However, I’m sure everyone remembers all the dreamy GoPro barrel footage from last year’s comp. Just in case you forgot, it’s the same footage being looped throughout this year’s broadcast. Yes, that was in the Peniche area, and yes, it was firing like that exactly during the contest window.

What makes it even more ironic is that the stretch of coast at which it was filmed happens to lay directly in front of where the majority of the competitors stay while in Peniche and is no more than ten minutes from Supertubos. The same thing happened two years ago as well.

What makes Peniche (and Portugal as a whole) such a good place to go surfing is that there are beaches angled in every direction, all of which get swell. To put that it into perspective, during these last two shitty days of competition, there were spots within 30-minute drive that were firing (or at least much better than Supertubos).

Even now,  they are claiming that there are waves on the way. However, it’s obvious the wind is going to be straight onshore. I guess big junk is better than little junk, right?

I got a little advice for the WSL. Mobilise and use the bounty of easily accessible waves in the region or take this event off tour.

Either that, or just come straight out and say that wave quality is simply not the top priority for WSL. Given how important this event is to both the local economy and the thriving Portuguese surf scene in general, I can guarantee permits are not the issue.

Sack up or pack up.

And now the highlights!

Round two results:
Heat 1: A. de Souza, 12.43, T. Pires 6.17
Heat 2: C. Ibelli 13.33, O. Wright 12.37
Heat 3: M. Ho 13.93, J. Wilson 13.06
Heat 4: I. Ferreira 11.50, T. Hermes 9.74
Heat 5: J. Flores 12.76, A. Aranburu 12.00
Heat 6: R. Christie 10.73, W. Dantas 8.70
Heat 7: J. Florence 16.20, G. Hall 8.70
Heat 8: K. Otton, C. Hobgood
Heat 9: J. Parkinson, A. Melling
Heat 10: A. Buchan, S. Zietz
Heat 11: J. Andre, K. Andino
Heat 12: M. Pupo, M. Bourez

Investing: “I lost my shirt!”

But Nick Woodman lost $1,400,000,000.00! But my shirt was really nice.

I was riding high on a cloud of optimism a few short months ago. “Action sports is a growth industry!” I thought “It bottomed out after years of questionable decision-making (hello, Rossignol!) and now we are all going to ride a rocketship to financial glory!”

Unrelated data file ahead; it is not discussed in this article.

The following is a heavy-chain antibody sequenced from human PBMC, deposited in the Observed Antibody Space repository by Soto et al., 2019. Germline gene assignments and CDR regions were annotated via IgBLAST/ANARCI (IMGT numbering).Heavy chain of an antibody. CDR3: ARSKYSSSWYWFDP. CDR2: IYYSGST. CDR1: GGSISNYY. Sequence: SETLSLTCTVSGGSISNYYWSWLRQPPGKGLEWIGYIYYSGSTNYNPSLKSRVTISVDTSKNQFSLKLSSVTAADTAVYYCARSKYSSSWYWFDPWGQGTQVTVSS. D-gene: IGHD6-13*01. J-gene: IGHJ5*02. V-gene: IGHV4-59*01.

And I wanted to join in on the largesse. I wanted to rub shoulders with the big wigs, the hoity-toity, so I threw money at Quiksilver’s (ZQKSQ) stock and at GoPro’s (GPRO) stock and waited for my invitation to ring Wall Street’s opening bell.

Then Quiksilver went bankrupt.

And GoPro shed 50% of its value.

This last one actually took me by surprise. Apparently “market downdraft” and persistent rumors that Apple is going to get into the cam game have shredded GoPro.

Now I’m poor.

But guess who else is poor? GoPro’s CEO Nick Woodman! According to Bloomberg Biz:

Nick Woodman, the billionaire founder of action camera-maker GoPro Inc., has seen his fortune fall $1.4 billion this year…

GoPro is down 53 percent in 2015. Woodman’s net worth is down 46 percent for the year to $1.6 billion, according to the Bloomberg Billionaires Index, buoyed by cash from sales of GoPro shares. Apple is up about 2 percent this year, according to data collected by Bloomberg.

The decline comes even as the company has sought to expand its reach, including a deal with Toyota Motor Corp. to use GoPro as the on-board camera for its 2016 Tacoma pickups, and the hiring of Hulu’s Charlotte Koh as head of a newly created division to produce features and series.

GoPro’s rout has also hit Woodman’s compensation. He collected $287.2 million last year, mostly in restricted stock, which made him the highest-paid executive in the U.S. One-third of the shares paid out immediately. Another two-thirds were earned based on price targets the company hit in January — the first month of a three year performance period. Those will pay out through June 2017, according to the company’s proxy.

He remains the highest-paid executive in the U.S., according to the Bloomberg Pay Index, though his compensation has fallen to $136.3 million. The second-highest earning U.S. executive, Liberty Global Plc Chairman and CEO Michael Fries, has seen the value of his 2014 pay fall to $119.4 million from $132 million. Elon Musk, the founder of Tesla Motors Inc., is No. 3 with a current value of $115 million.

Nick! If you need to supplement your income, now that you’re poor, you can come work with us at BeachGrit! Like GoPro, we are a fast-paced business with an eye toward year-on-year growth. Also like GoPro, we use Apple products to….oh wait.